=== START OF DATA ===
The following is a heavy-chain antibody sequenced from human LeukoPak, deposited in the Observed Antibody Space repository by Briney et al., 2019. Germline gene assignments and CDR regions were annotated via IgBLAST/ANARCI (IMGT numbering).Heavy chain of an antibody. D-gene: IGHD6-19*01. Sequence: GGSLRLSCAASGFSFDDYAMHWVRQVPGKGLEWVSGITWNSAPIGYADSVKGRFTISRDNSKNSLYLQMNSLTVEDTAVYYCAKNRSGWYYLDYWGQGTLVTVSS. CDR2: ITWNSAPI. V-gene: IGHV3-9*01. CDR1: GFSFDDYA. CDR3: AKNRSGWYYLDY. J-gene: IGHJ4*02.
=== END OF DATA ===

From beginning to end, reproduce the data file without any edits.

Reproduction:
The following is a heavy-chain antibody sequenced from human LeukoPak, deposited in the Observed Antibody Space repository by Briney et al., 2019. Germline gene assignments and CDR regions were annotated via IgBLAST/ANARCI (IMGT numbering).Heavy chain of an antibody. D-gene: IGHD6-19*01. Sequence: GGSLRLSCAASGFSFDDYAMHWVRQVPGKGLEWVSGITWNSAPIGYADSVKGRFTISRDNSKNSLYLQMNSLTVEDTAVYYCAKNRSGWYYLDYWGQGTLVTVSS. CDR2: ITWNSAPI. V-gene: IGHV3-9*01. CDR1: GFSFDDYA. CDR3: AKNRSGWYYLDY. J-gene: IGHJ4*02.